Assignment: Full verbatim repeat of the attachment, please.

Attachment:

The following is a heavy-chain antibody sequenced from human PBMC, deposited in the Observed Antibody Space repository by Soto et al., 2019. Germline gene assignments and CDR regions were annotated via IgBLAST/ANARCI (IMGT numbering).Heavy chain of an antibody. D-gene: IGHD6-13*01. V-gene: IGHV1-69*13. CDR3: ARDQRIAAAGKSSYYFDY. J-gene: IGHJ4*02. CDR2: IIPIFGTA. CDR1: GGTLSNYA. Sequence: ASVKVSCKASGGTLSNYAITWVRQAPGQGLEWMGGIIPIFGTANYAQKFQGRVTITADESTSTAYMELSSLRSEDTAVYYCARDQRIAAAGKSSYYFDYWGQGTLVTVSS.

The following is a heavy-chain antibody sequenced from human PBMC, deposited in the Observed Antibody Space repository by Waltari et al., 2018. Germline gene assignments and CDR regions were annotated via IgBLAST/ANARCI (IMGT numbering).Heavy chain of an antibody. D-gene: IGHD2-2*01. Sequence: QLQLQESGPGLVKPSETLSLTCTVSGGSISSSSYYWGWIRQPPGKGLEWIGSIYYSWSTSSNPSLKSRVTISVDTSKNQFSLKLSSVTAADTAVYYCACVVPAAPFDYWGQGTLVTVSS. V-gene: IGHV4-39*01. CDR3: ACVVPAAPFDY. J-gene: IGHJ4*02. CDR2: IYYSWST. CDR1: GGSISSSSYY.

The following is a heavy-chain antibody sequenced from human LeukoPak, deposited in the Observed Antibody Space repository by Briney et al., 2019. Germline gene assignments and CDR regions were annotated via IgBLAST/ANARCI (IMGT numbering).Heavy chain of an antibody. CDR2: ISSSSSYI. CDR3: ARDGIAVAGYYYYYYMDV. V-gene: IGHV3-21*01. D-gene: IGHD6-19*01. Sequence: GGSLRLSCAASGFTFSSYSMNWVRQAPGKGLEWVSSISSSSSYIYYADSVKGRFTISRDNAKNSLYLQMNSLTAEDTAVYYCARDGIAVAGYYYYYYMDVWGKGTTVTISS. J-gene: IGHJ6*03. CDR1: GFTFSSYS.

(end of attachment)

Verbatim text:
The following is a heavy-chain antibody sequenced from human PBMC, deposited in the Observed Antibody Space repository by Soto et al., 2019. Germline gene assignments and CDR regions were annotated via IgBLAST/ANARCI (IMGT numbering).Heavy chain of an antibody. D-gene: IGHD6-13*01. V-gene: IGHV1-69*13. CDR3: ARDQRIAAAGKSSYYFDY. J-gene: IGHJ4*02. CDR2: IIPIFGTA. CDR1: GGTLSNYA. Sequence: ASVKVSCKASGGTLSNYAITWVRQAPGQGLEWMGGIIPIFGTANYAQKFQGRVTITADESTSTAYMELSSLRSEDTAVYYCARDQRIAAAGKSSYYFDYWGQGTLVTVSS.

The following is a heavy-chain antibody sequenced from human PBMC, deposited in the Observed Antibody Space repository by Waltari et al., 2018. Germline gene assignments and CDR regions were annotated via IgBLAST/ANARCI (IMGT numbering).Heavy chain of an antibody. D-gene: IGHD2-2*01. Sequence: QLQLQESGPGLVKPSETLSLTCTVSGGSISSSSYYWGWIRQPPGKGLEWIGSIYYSWSTSSNPSLKSRVTISVDTSKNQFSLKLSSVTAADTAVYYCACVVPAAPFDYWGQGTLVTVSS. V-gene: IGHV4-39*01. CDR3: ACVVPAAPFDY. J-gene: IGHJ4*02. CDR2: IYYSWST. CDR1: GGSISSSSYY.

The following is a heavy-chain antibody sequenced from human LeukoPak, deposited in the Observed Antibody Space repository by Briney et al., 2019. Germline gene assignments and CDR regions were annotated via IgBLAST/ANARCI (IMGT numbering).Heavy chain of an antibody. CDR2: ISSSSSYI. CDR3: ARDGIAVAGYYYYYYMDV. V-gene: IGHV3-21*01. D-gene: IGHD6-19*01. Sequence: GGSLRLSCAASGFTFSSYSMNWVRQAPGKGLEWVSSISSSSSYIYYADSVKGRFTISRDNAKNSLYLQMNSLTAEDTAVYYCARDGIAVAGYYYYYYMDVWGKGTTVTISS. J-gene: IGHJ6*03. CDR1: GFTFSSYS.